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Nurses’ memories make medical history

26/02/07

Nurses’ memories make medical history

Former nurse Averil Wingent was based at St George’s Hospital in Tooting from 1952 to 1957.A project giving nurses the opportunity to record their recollections of life on the wards of some of London’s leading hospitals has been expanded after attracting further funding.  The Nurses’ Voices Oral History Study, being completed by researchers from Kingston University and St George’s, University of London, has been awarded an additional £40,000 from the Florence Nightingale Museum. The windfall has enabled the project to branch out to incorporate interviews with current and former nursing staff from Guy’s and St Thomas’s Hospitals.

Deputy Dean of the Faculty of Health and Social Care Sciences Kath Start, who heads the research programme, said the grant would lead to the establishment of a more extensive archive of medical memoirs than originally anticipated. The extra funding had also provided the resources to carry out interviews with past and present patients.

More than 150 nurses and midwives with careers spanning as far back as the early 1930s have already shared reminiscences about their time on the staff at St George’s Hospital in Tooting during the first phase of the study, which got under way almost three years ago. “We have collected more than 1,000 hours of recordings along the way, not only reflecting personal experiences but also touching on such topics as how it felt to work in the sector when the National Health Service was first introduced,” Mrs Start said.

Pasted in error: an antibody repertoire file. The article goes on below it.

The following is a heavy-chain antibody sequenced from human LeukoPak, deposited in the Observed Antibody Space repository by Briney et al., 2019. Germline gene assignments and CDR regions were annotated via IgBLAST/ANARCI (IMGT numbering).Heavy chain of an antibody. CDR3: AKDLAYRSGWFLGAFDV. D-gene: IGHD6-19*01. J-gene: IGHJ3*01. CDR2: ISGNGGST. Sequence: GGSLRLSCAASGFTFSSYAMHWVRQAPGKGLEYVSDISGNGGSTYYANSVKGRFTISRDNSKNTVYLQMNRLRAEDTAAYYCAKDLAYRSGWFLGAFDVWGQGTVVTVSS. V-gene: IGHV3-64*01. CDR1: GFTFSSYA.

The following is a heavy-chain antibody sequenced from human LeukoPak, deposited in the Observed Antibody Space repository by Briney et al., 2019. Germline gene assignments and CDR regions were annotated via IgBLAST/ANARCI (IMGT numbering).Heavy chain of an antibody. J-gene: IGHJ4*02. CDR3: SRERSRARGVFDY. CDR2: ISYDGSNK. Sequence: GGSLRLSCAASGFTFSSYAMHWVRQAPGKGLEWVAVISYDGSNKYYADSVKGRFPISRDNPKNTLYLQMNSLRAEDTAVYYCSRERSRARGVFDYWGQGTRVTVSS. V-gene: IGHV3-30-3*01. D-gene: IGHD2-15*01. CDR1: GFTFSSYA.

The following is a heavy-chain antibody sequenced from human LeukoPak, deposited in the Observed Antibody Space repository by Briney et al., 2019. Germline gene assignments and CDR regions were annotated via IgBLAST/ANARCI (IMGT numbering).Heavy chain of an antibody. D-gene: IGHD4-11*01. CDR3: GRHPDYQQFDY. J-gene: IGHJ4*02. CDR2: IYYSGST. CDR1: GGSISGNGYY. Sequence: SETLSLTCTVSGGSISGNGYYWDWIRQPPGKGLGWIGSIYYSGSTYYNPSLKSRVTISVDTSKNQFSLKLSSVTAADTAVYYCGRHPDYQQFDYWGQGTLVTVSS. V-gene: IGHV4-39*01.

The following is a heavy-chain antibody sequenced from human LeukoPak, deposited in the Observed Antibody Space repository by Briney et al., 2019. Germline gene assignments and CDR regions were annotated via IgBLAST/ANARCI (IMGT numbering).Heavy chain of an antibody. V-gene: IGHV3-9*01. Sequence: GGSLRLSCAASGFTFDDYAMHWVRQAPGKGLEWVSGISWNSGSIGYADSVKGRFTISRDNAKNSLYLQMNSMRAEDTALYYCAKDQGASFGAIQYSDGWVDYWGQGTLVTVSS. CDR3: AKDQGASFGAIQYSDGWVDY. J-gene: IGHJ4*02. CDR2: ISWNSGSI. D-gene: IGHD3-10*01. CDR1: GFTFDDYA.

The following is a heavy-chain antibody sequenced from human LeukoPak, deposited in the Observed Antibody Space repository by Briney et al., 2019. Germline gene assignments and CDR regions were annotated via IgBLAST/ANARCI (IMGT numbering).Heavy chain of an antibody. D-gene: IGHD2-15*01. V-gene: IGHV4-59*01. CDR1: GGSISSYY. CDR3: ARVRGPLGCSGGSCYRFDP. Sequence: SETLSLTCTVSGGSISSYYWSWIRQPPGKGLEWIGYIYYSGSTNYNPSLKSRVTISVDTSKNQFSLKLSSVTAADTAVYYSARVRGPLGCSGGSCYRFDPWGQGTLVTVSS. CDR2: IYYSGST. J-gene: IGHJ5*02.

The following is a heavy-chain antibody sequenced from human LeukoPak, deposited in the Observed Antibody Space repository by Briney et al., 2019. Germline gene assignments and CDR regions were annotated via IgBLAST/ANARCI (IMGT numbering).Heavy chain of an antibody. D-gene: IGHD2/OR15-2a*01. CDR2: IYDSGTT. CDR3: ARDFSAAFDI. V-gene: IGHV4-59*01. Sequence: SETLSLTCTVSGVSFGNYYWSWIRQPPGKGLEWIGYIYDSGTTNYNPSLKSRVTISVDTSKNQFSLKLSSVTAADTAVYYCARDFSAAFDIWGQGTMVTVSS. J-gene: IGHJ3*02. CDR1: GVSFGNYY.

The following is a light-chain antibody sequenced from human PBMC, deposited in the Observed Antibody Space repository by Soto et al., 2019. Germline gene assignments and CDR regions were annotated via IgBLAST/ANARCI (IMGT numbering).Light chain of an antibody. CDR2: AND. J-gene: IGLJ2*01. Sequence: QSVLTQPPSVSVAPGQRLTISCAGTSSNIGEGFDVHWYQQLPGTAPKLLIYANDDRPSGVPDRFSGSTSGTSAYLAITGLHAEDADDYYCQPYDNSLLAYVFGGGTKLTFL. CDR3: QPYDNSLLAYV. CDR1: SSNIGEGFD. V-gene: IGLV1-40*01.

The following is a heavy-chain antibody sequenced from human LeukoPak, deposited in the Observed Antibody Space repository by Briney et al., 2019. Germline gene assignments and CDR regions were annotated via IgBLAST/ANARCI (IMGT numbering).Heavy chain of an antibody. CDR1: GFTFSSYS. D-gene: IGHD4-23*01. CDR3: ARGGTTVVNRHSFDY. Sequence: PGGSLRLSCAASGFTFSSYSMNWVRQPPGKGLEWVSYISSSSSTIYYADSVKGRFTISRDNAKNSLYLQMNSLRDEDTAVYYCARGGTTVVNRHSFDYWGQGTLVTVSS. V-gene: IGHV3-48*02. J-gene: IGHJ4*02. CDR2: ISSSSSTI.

Former nurse Averil Wingent got so much out of recounting tales from her days working at St George’s that she signed up to interview nurses from Guy’s and St Thomas’s for the next stage of the study. The 72-year-old grandmother, who was based at St George’s from 1952 to 1957, still vividly remembers the impact of rationing on hospital meals and the atmosphere when she was travelling to work on the day of the Queen’s coronation. “Among the most striking things I have noticed in my interviews with nurses from the 1940s, 1950s, 1960s and 1970s are the moves away from formal uniforms and having the matron as the ward figurehead,” she said. Despite those changes, nurses down the generations appear to have a lot in common. “All the people I have spoken to have emphasised how the profession has touched on every aspect of their lives,” Mrs Wingent said. “We all seem to possess an inbuilt sense of compassion and take real pride in the fact that we chose to serve as nurses.”

 

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